And Bronco Sport, too.
Digging through trademark filings with the U.S. Patent and Trademark Office can provide a peek at what an automaker is developing. Ford, for example, is readying the return of the Bronco, and this month, the company has filed a trio of trademarks that could indicate future trims or special editions of the new SUV. Ford Authority first discovered the Bronco Outer Banks while Motor1 found the filings for Bronco Big Bend. There's also a trademark for Bronco Sport.
Both Outer Banks and Big Bend, filed on July 25, are described as filings for, “Land motor vehicles, namely, passenger automobiles, pick-up trucks, sport utility vehicles.” However, Bronco Sport, filed on July 10, has a filing that goes far beyond that of the other two that includes “land motor vehicle parts for passenger automobiles” such as “shock absorbers,” “seat trim,” “exterior insignia badges,” and much more. It’s an odd differentiator, but Ford has its reasons for the distinction.
Ford is positioning – or wants to position – the Bronco as a direct competitor with the Jeep Wrangler that’s garnered quite a loyal fanbase thanks to its unmatched off-road capability. The Bronco Big Bend and Bronco Outer Banks could hint at models or trims that are similar to that of the Wrangler Sahara and Wrangler Rubicon – all four correspond to real-world places that'd be picturesque off-road paradises.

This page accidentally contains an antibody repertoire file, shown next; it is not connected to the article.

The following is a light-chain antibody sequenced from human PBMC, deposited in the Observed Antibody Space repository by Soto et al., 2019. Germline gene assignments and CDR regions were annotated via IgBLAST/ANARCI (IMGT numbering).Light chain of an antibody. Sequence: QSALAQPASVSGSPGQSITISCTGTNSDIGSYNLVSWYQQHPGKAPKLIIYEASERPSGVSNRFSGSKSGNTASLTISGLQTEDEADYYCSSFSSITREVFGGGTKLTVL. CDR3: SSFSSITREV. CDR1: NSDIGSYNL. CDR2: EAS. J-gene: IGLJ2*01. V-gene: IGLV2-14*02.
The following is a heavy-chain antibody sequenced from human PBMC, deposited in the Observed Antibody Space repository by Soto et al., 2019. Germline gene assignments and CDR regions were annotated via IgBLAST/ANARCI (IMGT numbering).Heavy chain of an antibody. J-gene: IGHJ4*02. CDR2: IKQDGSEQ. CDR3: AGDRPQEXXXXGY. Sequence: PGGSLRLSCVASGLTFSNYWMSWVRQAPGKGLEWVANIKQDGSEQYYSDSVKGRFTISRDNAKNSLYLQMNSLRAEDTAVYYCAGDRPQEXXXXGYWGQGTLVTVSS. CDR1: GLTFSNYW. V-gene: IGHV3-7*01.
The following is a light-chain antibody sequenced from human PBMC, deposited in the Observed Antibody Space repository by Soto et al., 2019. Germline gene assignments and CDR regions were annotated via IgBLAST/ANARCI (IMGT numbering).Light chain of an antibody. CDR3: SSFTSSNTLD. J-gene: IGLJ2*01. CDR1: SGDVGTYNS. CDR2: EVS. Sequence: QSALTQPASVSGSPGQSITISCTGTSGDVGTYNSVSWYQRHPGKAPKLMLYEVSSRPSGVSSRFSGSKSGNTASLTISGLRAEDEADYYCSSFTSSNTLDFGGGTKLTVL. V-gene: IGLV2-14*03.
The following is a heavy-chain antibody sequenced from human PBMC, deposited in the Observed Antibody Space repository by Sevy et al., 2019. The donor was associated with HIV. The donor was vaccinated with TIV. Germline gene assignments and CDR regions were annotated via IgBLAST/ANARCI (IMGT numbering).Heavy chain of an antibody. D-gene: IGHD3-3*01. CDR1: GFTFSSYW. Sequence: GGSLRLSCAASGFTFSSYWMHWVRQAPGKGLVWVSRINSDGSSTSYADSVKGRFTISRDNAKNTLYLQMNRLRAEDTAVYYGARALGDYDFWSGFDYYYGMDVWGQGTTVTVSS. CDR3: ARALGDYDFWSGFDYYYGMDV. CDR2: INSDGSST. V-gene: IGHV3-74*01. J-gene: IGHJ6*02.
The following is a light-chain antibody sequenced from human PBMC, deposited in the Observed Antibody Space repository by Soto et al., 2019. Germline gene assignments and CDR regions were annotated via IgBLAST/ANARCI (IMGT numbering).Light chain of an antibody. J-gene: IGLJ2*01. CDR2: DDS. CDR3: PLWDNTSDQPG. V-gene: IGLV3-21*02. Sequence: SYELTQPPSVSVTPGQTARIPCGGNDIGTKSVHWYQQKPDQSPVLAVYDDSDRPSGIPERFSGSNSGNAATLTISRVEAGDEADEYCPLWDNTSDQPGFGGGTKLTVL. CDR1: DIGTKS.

Gallery: Ford Bronco Mule Spy Photos
We’re still months away from the Bronco’s return next year even though we’ve spotted countless test mules and prototypes running around. Ford’s trademark filings could hint at what’s to come, or they are nothing more than corporate butt-covering. Companies file trademarks all the time that never see the light of day, and Ford’s trio of Bronco trademarks could be the same. However, if the automaker wants to take on the Jeep Wrangler, then Outer Banks and Big Bend are great places to start.